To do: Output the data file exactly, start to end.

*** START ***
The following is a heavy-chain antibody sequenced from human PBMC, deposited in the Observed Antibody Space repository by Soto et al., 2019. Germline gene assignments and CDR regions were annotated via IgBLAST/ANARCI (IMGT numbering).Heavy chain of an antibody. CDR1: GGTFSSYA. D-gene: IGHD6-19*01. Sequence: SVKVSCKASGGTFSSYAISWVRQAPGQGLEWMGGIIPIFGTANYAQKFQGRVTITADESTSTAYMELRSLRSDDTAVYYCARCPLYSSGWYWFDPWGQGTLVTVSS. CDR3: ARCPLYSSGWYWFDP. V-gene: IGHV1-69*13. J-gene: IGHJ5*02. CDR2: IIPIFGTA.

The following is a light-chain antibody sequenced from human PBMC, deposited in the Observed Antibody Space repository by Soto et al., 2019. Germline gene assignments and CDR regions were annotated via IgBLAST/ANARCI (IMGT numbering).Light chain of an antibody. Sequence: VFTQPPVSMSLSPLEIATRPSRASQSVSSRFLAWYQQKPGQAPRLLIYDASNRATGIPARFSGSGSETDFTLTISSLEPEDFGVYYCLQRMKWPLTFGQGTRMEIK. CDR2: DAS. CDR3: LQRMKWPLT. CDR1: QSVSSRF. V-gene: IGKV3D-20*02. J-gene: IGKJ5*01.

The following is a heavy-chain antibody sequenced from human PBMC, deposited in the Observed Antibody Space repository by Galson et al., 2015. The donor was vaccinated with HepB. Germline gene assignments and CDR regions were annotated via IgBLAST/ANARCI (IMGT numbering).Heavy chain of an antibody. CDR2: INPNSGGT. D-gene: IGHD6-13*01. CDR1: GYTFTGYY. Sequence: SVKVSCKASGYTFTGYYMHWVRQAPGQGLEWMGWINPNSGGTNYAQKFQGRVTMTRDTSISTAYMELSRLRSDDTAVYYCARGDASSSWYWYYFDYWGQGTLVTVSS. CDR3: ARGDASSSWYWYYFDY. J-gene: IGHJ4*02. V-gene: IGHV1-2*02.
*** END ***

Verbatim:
The following is a heavy-chain antibody sequenced from human PBMC, deposited in the Observed Antibody Space repository by Soto et al., 2019. Germline gene assignments and CDR regions were annotated via IgBLAST/ANARCI (IMGT numbering).Heavy chain of an antibody. CDR1: GGTFSSYA. D-gene: IGHD6-19*01. Sequence: SVKVSCKASGGTFSSYAISWVRQAPGQGLEWMGGIIPIFGTANYAQKFQGRVTITADESTSTAYMELRSLRSDDTAVYYCARCPLYSSGWYWFDPWGQGTLVTVSS. CDR3: ARCPLYSSGWYWFDP. V-gene: IGHV1-69*13. J-gene: IGHJ5*02. CDR2: IIPIFGTA.

The following is a light-chain antibody sequenced from human PBMC, deposited in the Observed Antibody Space repository by Soto et al., 2019. Germline gene assignments and CDR regions were annotated via IgBLAST/ANARCI (IMGT numbering).Light chain of an antibody. Sequence: VFTQPPVSMSLSPLEIATRPSRASQSVSSRFLAWYQQKPGQAPRLLIYDASNRATGIPARFSGSGSETDFTLTISSLEPEDFGVYYCLQRMKWPLTFGQGTRMEIK. CDR2: DAS. CDR3: LQRMKWPLT. CDR1: QSVSSRF. V-gene: IGKV3D-20*02. J-gene: IGKJ5*01.

The following is a heavy-chain antibody sequenced from human PBMC, deposited in the Observed Antibody Space repository by Galson et al., 2015. The donor was vaccinated with HepB. Germline gene assignments and CDR regions were annotated via IgBLAST/ANARCI (IMGT numbering).Heavy chain of an antibody. CDR2: INPNSGGT. D-gene: IGHD6-13*01. CDR1: GYTFTGYY. Sequence: SVKVSCKASGYTFTGYYMHWVRQAPGQGLEWMGWINPNSGGTNYAQKFQGRVTMTRDTSISTAYMELSRLRSDDTAVYYCARGDASSSWYWYYFDYWGQGTLVTVSS. CDR3: ARGDASSSWYWYYFDY. J-gene: IGHJ4*02. V-gene: IGHV1-2*02.